The most common scenario where making an early withdrawal makes sense is if you need the money to cover an emergency expense. If your car breaks down or you’re facing a medical bill you can’t pay, it’s often better to take the hit and use the money in your CD to pay the bill. The alternative of ignoring the bill means paying interest and penalties and damaging your credit.
Another reason that it might be worth paying the fee is if you have to make a large purchase, such as a down payment on a home or a car. Paying the penalty isn’t ideal, but if making an early withdrawal makes the difference between being able to make the important purchase or not, you may have to accept the penalty and make the withdrawal.
A rarer situation is when interest rates rise significantly. When you open a CD, you lock in the interest rate for the entire term. If you open a CD when rates are low and they rise by a significant amount, it may be worth breaking your CD to secure a higher rate.
For example, if you have to pay a $25 early withdrawal fee, but a new CD with a higher interest rate will give you an additional $75 in interest, you come out ahead by making an early withdrawal and opening a new CD. However, situations where rates move so drastically are very uncommon.
If you’re worried about fluctuations in interest rates in the future, your best bet is likely to open short-term CDs so you can get penalty-free access to your funds more frequently.
Consider investing in a no-penalty CD
There are other options for savers who want to avoid paying early withdrawal fees, including:
- No-penalty CDs
- Covid relief programs
- CD ladders
No-penalty CDs offer the benefits of traditional CDs: locked-in interest rates and higher rates than many savings accounts, but with fewer downsides. The primary difference is that you can take your money out of the account without paying a penalty. Hence the name.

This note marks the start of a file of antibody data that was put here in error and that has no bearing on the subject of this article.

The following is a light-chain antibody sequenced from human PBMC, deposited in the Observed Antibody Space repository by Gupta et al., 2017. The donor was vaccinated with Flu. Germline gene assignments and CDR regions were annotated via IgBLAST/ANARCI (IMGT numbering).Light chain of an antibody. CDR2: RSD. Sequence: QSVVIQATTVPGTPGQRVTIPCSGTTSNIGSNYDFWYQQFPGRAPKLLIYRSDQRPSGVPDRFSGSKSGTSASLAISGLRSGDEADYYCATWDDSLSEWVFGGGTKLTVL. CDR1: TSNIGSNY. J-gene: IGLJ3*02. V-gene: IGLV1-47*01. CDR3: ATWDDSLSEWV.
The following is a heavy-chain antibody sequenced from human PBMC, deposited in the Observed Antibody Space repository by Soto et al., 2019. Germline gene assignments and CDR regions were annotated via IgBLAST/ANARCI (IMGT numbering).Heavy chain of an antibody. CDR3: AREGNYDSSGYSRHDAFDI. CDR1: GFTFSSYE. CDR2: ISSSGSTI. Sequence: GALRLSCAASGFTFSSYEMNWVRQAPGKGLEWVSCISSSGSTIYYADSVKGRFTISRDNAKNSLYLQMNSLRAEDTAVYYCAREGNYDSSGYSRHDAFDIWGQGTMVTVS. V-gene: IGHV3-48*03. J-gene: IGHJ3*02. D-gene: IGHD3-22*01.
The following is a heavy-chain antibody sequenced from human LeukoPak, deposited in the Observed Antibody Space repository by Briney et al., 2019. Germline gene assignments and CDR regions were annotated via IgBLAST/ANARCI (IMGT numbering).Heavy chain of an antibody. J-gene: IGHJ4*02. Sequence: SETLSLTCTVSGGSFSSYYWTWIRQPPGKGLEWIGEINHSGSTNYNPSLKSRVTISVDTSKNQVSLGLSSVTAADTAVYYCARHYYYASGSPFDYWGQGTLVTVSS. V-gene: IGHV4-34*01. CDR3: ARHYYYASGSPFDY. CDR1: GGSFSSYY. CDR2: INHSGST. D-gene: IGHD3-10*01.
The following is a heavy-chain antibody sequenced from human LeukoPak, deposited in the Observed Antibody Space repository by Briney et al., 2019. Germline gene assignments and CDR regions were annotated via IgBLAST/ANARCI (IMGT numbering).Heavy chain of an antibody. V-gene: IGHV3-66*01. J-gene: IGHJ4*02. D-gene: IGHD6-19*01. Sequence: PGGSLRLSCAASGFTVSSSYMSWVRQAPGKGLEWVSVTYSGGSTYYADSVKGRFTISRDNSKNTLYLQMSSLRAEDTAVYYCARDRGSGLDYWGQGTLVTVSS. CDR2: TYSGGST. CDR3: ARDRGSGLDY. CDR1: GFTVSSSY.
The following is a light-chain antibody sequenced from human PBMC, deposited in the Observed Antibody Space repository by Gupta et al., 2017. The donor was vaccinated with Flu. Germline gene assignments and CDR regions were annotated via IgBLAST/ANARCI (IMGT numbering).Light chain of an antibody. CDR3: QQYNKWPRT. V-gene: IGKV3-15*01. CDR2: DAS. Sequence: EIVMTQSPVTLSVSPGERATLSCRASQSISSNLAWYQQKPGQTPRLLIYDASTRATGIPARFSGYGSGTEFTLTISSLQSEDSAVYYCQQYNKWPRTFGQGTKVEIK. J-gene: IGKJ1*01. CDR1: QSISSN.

You also have other options for reducing the odds that you’ll have to pay an early withdrawal penalty. Many banks are waiving fees as part of their COVID-19 relief plans.
You can also try establishing a CD ladder, which involves opening multiple CDs with different terms. If you structure the ladder properly, you’ll have more frequent access to some of your money.
Avoid investing money that you can’t afford to lose access to for a period of time
It’s important to remember that when you open a CD, you’re making a commitment to keep your money in the bank. While CDs are FDIC-insured, you should think about them like an investment.
When you invest in the stock market, one of the top pieces of advice is to make sure you only invest money that you can afford to lose. Similarly, when opening a CD, only deposit funds that you can afford to not have access to for a set amount of time. For example, if you don’t have an emergency fund, you should probably build one before putting all your savings in a CD.
Once you’re financially stable and know that you can afford to lock away some of your savings for months or years at a time, you can start considering a CD.